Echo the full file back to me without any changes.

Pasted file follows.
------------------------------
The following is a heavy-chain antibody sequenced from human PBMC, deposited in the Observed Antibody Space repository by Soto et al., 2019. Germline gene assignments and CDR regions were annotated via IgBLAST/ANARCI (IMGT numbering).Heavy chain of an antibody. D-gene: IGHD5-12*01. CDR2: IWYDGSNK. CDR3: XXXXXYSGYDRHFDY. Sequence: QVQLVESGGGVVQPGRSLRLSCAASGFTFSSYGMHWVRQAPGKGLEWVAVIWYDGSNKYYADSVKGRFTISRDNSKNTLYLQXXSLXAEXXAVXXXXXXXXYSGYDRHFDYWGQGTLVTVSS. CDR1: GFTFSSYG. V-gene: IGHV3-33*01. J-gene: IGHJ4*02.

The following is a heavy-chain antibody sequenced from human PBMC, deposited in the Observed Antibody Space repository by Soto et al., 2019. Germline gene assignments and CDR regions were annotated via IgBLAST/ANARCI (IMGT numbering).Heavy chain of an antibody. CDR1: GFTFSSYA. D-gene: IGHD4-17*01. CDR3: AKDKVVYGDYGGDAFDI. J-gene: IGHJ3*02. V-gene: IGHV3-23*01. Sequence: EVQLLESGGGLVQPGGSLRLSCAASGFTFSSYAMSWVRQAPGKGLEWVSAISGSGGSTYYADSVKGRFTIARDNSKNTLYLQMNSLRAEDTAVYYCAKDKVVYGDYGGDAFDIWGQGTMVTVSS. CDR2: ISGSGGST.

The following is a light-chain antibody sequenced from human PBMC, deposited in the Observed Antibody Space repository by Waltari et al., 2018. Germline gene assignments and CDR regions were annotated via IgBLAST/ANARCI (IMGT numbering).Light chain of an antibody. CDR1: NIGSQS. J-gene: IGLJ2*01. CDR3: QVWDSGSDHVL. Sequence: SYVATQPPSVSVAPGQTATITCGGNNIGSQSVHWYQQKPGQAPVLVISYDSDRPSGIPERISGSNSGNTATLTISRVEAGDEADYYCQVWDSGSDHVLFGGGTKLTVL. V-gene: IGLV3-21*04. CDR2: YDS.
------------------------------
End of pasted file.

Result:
The following is a heavy-chain antibody sequenced from human PBMC, deposited in the Observed Antibody Space repository by Soto et al., 2019. Germline gene assignments and CDR regions were annotated via IgBLAST/ANARCI (IMGT numbering).Heavy chain of an antibody. D-gene: IGHD5-12*01. CDR2: IWYDGSNK. CDR3: XXXXXYSGYDRHFDY. Sequence: QVQLVESGGGVVQPGRSLRLSCAASGFTFSSYGMHWVRQAPGKGLEWVAVIWYDGSNKYYADSVKGRFTISRDNSKNTLYLQXXSLXAEXXAVXXXXXXXXYSGYDRHFDYWGQGTLVTVSS. CDR1: GFTFSSYG. V-gene: IGHV3-33*01. J-gene: IGHJ4*02.

The following is a heavy-chain antibody sequenced from human PBMC, deposited in the Observed Antibody Space repository by Soto et al., 2019. Germline gene assignments and CDR regions were annotated via IgBLAST/ANARCI (IMGT numbering).Heavy chain of an antibody. CDR1: GFTFSSYA. D-gene: IGHD4-17*01. CDR3: AKDKVVYGDYGGDAFDI. J-gene: IGHJ3*02. V-gene: IGHV3-23*01. Sequence: EVQLLESGGGLVQPGGSLRLSCAASGFTFSSYAMSWVRQAPGKGLEWVSAISGSGGSTYYADSVKGRFTIARDNSKNTLYLQMNSLRAEDTAVYYCAKDKVVYGDYGGDAFDIWGQGTMVTVSS. CDR2: ISGSGGST.

The following is a light-chain antibody sequenced from human PBMC, deposited in the Observed Antibody Space repository by Waltari et al., 2018. Germline gene assignments and CDR regions were annotated via IgBLAST/ANARCI (IMGT numbering).Light chain of an antibody. CDR1: NIGSQS. J-gene: IGLJ2*01. CDR3: QVWDSGSDHVL. Sequence: SYVATQPPSVSVAPGQTATITCGGNNIGSQSVHWYQQKPGQAPVLVISYDSDRPSGIPERISGSNSGNTATLTISRVEAGDEADYYCQVWDSGSDHVLFGGGTKLTVL. V-gene: IGLV3-21*04. CDR2: YDS.